And what does “well” even mean?
If like myself, you’ve relocated to London/New York/LA/Canada
to pursue acting then there is a very good chance that the accent you boast isn’t the native one for that country. And this means it will affect your chance of nailing those parts. Yes that is correct. You risk work chances if you can’t speak in the right accent confidently. When the casting director posts a notice asking for a ‘Cockney London’ accent, they don’t mean a half RP half Australian blend.
The reality is there is 99% chance there will be more work in the native tongue in any country you visit. However that should NEVER stop you. Why? Because millions of actors made it before you. And, because many will after you too. And here I move to two different schools of thought.
The actors who choose to keep their accents as they are:
Arnold Schwarzenegger… “I’ll be back”.
His stardom was not limited by his accent. In fact, this Austrian born actor was able to spend years in Hollywood successfully forging his career forward without ever changing his accent. I don’t think I ever heard him speak a role with anything but his own original accent. Do you know of any?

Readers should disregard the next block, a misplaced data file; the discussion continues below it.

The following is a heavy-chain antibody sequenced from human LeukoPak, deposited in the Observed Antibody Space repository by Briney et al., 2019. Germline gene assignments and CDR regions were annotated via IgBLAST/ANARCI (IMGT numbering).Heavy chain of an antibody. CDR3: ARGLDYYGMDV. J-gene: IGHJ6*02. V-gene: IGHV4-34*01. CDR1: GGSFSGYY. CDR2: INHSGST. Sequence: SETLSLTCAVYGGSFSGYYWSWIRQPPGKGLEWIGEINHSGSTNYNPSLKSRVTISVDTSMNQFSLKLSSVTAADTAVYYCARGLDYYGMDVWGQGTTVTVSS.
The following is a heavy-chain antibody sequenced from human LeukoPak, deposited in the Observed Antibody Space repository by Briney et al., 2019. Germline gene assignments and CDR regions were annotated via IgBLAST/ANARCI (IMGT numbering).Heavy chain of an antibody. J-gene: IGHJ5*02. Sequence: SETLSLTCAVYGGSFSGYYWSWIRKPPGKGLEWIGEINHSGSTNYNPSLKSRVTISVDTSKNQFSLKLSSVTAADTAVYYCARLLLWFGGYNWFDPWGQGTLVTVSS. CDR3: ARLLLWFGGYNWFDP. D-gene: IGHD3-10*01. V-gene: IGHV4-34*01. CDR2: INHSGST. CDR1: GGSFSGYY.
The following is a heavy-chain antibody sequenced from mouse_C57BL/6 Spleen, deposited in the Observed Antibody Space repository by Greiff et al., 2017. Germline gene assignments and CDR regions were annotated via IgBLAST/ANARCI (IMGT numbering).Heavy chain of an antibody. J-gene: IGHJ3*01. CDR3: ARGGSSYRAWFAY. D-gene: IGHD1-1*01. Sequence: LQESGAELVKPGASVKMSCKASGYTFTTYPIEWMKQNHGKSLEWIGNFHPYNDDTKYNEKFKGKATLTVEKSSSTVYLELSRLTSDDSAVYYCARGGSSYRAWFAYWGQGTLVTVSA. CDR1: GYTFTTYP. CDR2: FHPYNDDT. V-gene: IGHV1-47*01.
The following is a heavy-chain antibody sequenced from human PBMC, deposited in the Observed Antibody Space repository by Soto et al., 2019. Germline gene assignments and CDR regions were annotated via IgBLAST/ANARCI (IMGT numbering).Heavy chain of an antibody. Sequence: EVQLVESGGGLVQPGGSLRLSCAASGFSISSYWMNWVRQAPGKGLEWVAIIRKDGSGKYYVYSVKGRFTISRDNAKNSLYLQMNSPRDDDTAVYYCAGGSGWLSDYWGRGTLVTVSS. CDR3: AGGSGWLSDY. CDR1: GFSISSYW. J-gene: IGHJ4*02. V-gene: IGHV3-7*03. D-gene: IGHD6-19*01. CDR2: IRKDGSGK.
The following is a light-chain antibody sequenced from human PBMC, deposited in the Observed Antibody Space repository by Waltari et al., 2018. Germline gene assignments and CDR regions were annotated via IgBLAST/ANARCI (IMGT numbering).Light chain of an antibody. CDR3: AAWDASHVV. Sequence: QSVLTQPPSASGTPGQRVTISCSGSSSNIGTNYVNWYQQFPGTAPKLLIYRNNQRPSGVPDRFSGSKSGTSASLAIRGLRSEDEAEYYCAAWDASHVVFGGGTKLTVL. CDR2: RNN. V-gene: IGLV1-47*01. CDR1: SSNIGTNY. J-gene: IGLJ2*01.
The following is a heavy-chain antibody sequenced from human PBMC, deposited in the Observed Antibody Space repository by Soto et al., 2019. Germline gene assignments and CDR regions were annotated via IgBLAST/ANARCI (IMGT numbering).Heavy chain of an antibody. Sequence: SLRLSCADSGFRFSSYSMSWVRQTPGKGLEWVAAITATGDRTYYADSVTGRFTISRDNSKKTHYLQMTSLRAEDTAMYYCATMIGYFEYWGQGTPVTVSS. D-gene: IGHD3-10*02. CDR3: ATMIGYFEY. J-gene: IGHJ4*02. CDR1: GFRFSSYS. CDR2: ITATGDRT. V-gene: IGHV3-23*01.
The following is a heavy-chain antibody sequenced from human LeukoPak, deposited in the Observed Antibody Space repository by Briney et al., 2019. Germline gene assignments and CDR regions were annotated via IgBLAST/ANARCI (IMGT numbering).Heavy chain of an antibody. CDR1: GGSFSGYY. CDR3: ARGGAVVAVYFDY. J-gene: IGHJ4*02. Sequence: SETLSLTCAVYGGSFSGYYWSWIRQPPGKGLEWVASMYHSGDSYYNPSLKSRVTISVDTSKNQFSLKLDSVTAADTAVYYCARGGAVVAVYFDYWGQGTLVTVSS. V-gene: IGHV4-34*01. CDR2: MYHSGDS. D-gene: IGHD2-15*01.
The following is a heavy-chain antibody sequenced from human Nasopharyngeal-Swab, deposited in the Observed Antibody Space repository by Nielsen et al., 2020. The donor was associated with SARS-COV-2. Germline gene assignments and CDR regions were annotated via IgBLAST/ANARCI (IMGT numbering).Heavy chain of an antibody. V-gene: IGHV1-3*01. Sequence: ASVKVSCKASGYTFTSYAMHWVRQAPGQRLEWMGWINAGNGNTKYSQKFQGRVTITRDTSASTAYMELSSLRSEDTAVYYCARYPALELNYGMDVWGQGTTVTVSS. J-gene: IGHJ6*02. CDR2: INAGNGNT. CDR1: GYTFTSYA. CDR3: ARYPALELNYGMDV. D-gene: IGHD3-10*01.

Take Cate Blanchett. I don’t even know what her natural accent sounds like she is so convincing playing the roles she does. Okay perhaps that is a mini lie given that she is a fellow Australian. But every time I see her I am stunned by just how good she is with accents, how diverse her range is, and how perfect every accent is (at least to my ears).
There is no right or wrong way to move forward but you do need to know which direction you want to work in. For some, consistency works. For others who are brilliant at accents and easily able to maneuver themselves into any accent role offered, they may want to go for many and varied parts.
I know speaking from experience I have both won and lost significant roles based on my ability or otherwise to do a variety of accents. I’ve been fortunate enough to have role genders, ages and accents changed just for me…yes, that’s right – even the gender. When I went to audition for the role of the nurse in The Pharmacist they called later that day and invited me back to audition for the role of the older male Scholfield, a much bigger meatier role. I was obviously delighted (and the role was changed to a female part for me). And in another role in the film Tangled Up in Blue that went on to win a number of awards including ‘Best Film’ recently, the director had no problem with my character having an Australian accent. They just needed the lead actor to be able to justify why. The backstory was enough.